In the last few years some scientist or other discovered he could play back tiny etchings made on paper covered with soot. These went back to something like 1860, and at the time they were made they weren't play-backable, but the guy - do you think I'm going on Wiki for THIS? Forgettaboutit - at least had the principle down. Pointed stylus, rapidly revolving glass drum covered with sooty paper to capture the vibrations. Problem is, this guy was mainly interested in seeing the patterns. A few bricks short of a genius.
I remember eons ago - speaking of low technology, this is the lowest - WHAT show was it, anyway? It wasn't Monty Python, but one of those British comedies like Morecambe and Wise or The Two Ronnies (and I am sure we got more of them here in the True North than the States ever saw), with Spike Milligan, people like that, and maybe Dudley Moore, and. . . anyway, the sketch showed a giant record lying on the ground, and some idiot - maybe Peter Cook - running around and around it with a big stylus and playing it.
I wonder if I have a point here. If technology fails, which it seems to be already in the general dumbing-down of the populace, who will thrive and who won't? I'd say the paper-cup-and-chopstick guy will do all right because he has found a way to think outside the cup, so to speak.
Most people are soft - nowadays they are, I think - and selfish - look at the shameful Vancouver post-Stanley-Cup riots - and will panic and loot and smash and grab and treat each other like shit. Those people will sift out, eventually, having killed each other, leaving behind the real survivors, the reverse pioneers, the retro-explorers who are tough but able to share their resources. And by resources, I don't mean just food but innovative ways to adapt to huge change. This is how we survived as a species, not by fucking destroying each other over a handful of batteries.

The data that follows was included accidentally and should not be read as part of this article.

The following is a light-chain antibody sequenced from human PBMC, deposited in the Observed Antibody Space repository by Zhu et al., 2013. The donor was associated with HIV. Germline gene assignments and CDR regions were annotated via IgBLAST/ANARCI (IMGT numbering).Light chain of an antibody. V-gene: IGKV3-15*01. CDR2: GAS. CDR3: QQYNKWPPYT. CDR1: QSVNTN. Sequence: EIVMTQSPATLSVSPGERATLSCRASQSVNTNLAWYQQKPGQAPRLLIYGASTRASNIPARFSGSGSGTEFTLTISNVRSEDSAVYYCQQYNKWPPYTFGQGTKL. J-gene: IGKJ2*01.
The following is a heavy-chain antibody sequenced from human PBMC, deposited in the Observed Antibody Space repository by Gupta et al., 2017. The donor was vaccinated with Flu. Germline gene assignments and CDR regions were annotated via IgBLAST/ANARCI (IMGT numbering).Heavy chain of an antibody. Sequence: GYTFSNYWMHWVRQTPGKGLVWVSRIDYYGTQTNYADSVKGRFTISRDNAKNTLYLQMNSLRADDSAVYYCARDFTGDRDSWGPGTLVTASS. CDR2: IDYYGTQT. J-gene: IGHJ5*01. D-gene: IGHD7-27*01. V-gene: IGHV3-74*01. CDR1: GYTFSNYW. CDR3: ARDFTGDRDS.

Those nutty survivalists, by the way, the crackpots with more arms stashed than the Unabomber, will very quickly be winnowed out. Do you think they're going to share even one can of beans with a starving family? The crazy will NOT inherit the earth because they're inflexible to the point of lunacy. If there isn't any government left to be paranoid about, they will lose the will to live. Just as Jane Goodall once said, "One chimpanzee is no chimpanzee", in the huge scheme of things, one human being is no human being. Without each other for social and practical and even technological support, we're sunk.
I'd be willing to give Revolution another try if it got past all the "my-family-is-alive-and-I'm-going-to-find-them" stuff, the gun-totin' gals with tangled tawny hair who still look sexy without a stylist (and, I assume, still smell nice without running water or deodorant) and the woman with the ludicrous hamster-driven Commodore 64 computer flickering in her basement. But I think it would have been braver of the writers to start with the actual blackout and not just flash back to it for a few seconds here and there. To actually live through it would create the kind of doomsday gut-lurch that futuristic drama is all about.
We have felt the wind of the wing of this particular madness. We're brave enough to glance at the subject, but not to wade right in.